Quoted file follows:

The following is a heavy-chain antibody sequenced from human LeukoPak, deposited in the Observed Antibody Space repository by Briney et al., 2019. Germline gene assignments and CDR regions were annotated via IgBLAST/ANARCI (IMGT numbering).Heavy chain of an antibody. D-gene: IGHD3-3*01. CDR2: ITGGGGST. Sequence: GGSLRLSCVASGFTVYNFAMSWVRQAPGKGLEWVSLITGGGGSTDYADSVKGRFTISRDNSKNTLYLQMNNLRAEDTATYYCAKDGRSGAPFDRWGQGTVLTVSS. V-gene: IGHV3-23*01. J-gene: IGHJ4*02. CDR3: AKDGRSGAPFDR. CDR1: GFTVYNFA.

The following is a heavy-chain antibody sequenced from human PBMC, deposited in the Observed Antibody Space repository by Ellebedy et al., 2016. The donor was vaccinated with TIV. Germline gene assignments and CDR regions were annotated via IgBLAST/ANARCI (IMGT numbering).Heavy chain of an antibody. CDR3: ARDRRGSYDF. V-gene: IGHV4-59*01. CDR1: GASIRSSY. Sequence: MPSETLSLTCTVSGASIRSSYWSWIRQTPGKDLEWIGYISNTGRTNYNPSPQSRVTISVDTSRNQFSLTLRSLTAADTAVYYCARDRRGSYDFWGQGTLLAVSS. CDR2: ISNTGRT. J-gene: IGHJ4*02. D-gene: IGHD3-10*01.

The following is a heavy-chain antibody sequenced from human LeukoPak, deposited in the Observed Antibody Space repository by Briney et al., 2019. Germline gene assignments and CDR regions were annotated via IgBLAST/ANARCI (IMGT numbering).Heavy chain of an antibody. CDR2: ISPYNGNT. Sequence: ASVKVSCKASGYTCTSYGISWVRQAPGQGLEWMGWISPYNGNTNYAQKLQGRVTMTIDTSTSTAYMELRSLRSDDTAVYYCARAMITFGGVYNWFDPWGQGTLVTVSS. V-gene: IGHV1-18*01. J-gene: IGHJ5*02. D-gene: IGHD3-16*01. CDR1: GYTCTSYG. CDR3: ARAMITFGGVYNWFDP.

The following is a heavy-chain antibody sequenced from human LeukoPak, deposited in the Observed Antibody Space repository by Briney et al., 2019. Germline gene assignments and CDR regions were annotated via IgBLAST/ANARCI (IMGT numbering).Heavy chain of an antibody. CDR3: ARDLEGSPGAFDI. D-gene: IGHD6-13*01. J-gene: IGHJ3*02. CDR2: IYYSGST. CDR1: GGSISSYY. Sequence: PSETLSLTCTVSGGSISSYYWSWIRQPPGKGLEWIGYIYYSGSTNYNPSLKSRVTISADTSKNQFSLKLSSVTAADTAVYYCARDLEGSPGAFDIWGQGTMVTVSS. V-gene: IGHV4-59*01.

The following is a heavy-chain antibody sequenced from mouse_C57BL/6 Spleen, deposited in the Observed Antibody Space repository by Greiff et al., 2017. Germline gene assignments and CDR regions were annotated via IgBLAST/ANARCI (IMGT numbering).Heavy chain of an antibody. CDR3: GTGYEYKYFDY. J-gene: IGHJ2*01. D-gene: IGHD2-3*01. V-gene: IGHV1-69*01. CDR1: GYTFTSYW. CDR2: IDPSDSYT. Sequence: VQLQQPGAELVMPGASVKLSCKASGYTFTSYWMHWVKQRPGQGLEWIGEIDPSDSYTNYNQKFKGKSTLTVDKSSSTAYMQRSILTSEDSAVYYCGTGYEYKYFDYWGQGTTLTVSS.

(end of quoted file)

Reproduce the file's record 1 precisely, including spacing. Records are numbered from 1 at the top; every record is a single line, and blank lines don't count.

The following is a heavy-chain antibody sequenced from human LeukoPak, deposited in the Observed Antibody Space repository by Briney et al., 2019. Germline gene assignments and CDR regions were annotated via IgBLAST/ANARCI (IMGT numbering).Heavy chain of an antibody. D-gene: IGHD3-3*01. CDR2: ITGGGGST. Sequence: GGSLRLSCVASGFTVYNFAMSWVRQAPGKGLEWVSLITGGGGSTDYADSVKGRFTISRDNSKNTLYLQMNNLRAEDTATYYCAKDGRSGAPFDRWGQGTVLTVSS. V-gene: IGHV3-23*01. J-gene: IGHJ4*02. CDR3: AKDGRSGAPFDR. CDR1: GFTVYNFA.